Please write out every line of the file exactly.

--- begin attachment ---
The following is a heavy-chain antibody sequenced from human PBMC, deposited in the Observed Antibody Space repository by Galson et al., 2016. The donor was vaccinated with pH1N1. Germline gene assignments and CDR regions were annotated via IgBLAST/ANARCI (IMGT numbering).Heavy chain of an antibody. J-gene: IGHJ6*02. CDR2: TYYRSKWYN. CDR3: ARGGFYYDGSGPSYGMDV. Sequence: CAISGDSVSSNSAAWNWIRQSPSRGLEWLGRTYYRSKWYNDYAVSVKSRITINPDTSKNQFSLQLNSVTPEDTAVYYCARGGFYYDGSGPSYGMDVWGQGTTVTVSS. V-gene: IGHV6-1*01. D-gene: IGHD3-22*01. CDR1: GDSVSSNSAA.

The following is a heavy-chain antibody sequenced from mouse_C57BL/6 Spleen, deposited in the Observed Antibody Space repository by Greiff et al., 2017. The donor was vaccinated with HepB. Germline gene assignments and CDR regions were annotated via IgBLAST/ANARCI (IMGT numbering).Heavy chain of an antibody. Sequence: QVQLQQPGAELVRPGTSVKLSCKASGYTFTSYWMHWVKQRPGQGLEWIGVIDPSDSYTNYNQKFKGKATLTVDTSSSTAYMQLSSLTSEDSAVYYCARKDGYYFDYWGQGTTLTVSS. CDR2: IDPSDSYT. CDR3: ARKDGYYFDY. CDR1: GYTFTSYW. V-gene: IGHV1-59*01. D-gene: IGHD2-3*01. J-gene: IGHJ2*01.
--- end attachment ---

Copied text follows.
The following is a heavy-chain antibody sequenced from human PBMC, deposited in the Observed Antibody Space repository by Galson et al., 2016. The donor was vaccinated with pH1N1. Germline gene assignments and CDR regions were annotated via IgBLAST/ANARCI (IMGT numbering).Heavy chain of an antibody. J-gene: IGHJ6*02. CDR2: TYYRSKWYN. CDR3: ARGGFYYDGSGPSYGMDV. Sequence: CAISGDSVSSNSAAWNWIRQSPSRGLEWLGRTYYRSKWYNDYAVSVKSRITINPDTSKNQFSLQLNSVTPEDTAVYYCARGGFYYDGSGPSYGMDVWGQGTTVTVSS. V-gene: IGHV6-1*01. D-gene: IGHD3-22*01. CDR1: GDSVSSNSAA.

The following is a heavy-chain antibody sequenced from mouse_C57BL/6 Spleen, deposited in the Observed Antibody Space repository by Greiff et al., 2017. The donor was vaccinated with HepB. Germline gene assignments and CDR regions were annotated via IgBLAST/ANARCI (IMGT numbering).Heavy chain of an antibody. Sequence: QVQLQQPGAELVRPGTSVKLSCKASGYTFTSYWMHWVKQRPGQGLEWIGVIDPSDSYTNYNQKFKGKATLTVDTSSSTAYMQLSSLTSEDSAVYYCARKDGYYFDYWGQGTTLTVSS. CDR2: IDPSDSYT. CDR3: ARKDGYYFDY. CDR1: GYTFTSYW. V-gene: IGHV1-59*01. D-gene: IGHD2-3*01. J-gene: IGHJ2*01.